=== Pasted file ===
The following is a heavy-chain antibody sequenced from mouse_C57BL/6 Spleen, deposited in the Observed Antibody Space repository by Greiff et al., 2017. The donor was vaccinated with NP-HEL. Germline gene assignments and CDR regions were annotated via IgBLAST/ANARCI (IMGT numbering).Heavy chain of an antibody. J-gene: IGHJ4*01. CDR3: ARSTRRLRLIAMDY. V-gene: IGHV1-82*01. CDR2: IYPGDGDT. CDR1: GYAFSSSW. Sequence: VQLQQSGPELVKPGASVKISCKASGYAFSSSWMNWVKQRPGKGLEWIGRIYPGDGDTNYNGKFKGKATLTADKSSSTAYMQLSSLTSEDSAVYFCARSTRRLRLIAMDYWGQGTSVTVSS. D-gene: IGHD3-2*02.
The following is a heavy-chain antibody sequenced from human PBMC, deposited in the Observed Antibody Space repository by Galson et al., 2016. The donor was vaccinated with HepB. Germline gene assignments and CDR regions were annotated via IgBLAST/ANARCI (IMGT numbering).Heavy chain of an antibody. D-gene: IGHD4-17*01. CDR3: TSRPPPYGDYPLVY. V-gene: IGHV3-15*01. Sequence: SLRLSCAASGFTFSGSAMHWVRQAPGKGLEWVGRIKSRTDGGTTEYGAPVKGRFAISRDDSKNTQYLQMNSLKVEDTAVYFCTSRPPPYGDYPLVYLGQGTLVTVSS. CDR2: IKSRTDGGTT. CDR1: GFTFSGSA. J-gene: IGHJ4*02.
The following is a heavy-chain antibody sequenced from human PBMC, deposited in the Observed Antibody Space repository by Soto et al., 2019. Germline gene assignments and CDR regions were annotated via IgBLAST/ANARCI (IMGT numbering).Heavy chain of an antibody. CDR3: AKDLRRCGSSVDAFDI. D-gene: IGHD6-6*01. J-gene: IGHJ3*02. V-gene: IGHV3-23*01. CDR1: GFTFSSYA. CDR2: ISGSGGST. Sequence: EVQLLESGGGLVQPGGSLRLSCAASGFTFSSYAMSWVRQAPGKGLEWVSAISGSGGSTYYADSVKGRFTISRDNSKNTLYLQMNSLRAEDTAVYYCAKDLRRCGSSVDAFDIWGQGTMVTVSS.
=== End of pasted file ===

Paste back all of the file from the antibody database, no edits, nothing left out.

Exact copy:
The following is a heavy-chain antibody sequenced from mouse_C57BL/6 Spleen, deposited in the Observed Antibody Space repository by Greiff et al., 2017. The donor was vaccinated with NP-HEL. Germline gene assignments and CDR regions were annotated via IgBLAST/ANARCI (IMGT numbering).Heavy chain of an antibody. J-gene: IGHJ4*01. CDR3: ARSTRRLRLIAMDY. V-gene: IGHV1-82*01. CDR2: IYPGDGDT. CDR1: GYAFSSSW. Sequence: VQLQQSGPELVKPGASVKISCKASGYAFSSSWMNWVKQRPGKGLEWIGRIYPGDGDTNYNGKFKGKATLTADKSSSTAYMQLSSLTSEDSAVYFCARSTRRLRLIAMDYWGQGTSVTVSS. D-gene: IGHD3-2*02.
The following is a heavy-chain antibody sequenced from human PBMC, deposited in the Observed Antibody Space repository by Galson et al., 2016. The donor was vaccinated with HepB. Germline gene assignments and CDR regions were annotated via IgBLAST/ANARCI (IMGT numbering).Heavy chain of an antibody. D-gene: IGHD4-17*01. CDR3: TSRPPPYGDYPLVY. V-gene: IGHV3-15*01. Sequence: SLRLSCAASGFTFSGSAMHWVRQAPGKGLEWVGRIKSRTDGGTTEYGAPVKGRFAISRDDSKNTQYLQMNSLKVEDTAVYFCTSRPPPYGDYPLVYLGQGTLVTVSS. CDR2: IKSRTDGGTT. CDR1: GFTFSGSA. J-gene: IGHJ4*02.
The following is a heavy-chain antibody sequenced from human PBMC, deposited in the Observed Antibody Space repository by Soto et al., 2019. Germline gene assignments and CDR regions were annotated via IgBLAST/ANARCI (IMGT numbering).Heavy chain of an antibody. CDR3: AKDLRRCGSSVDAFDI. D-gene: IGHD6-6*01. J-gene: IGHJ3*02. V-gene: IGHV3-23*01. CDR1: GFTFSSYA. CDR2: ISGSGGST. Sequence: EVQLLESGGGLVQPGGSLRLSCAASGFTFSSYAMSWVRQAPGKGLEWVSAISGSGGSTYYADSVKGRFTISRDNSKNTLYLQMNSLRAEDTAVYYCAKDLRRCGSSVDAFDIWGQGTMVTVSS.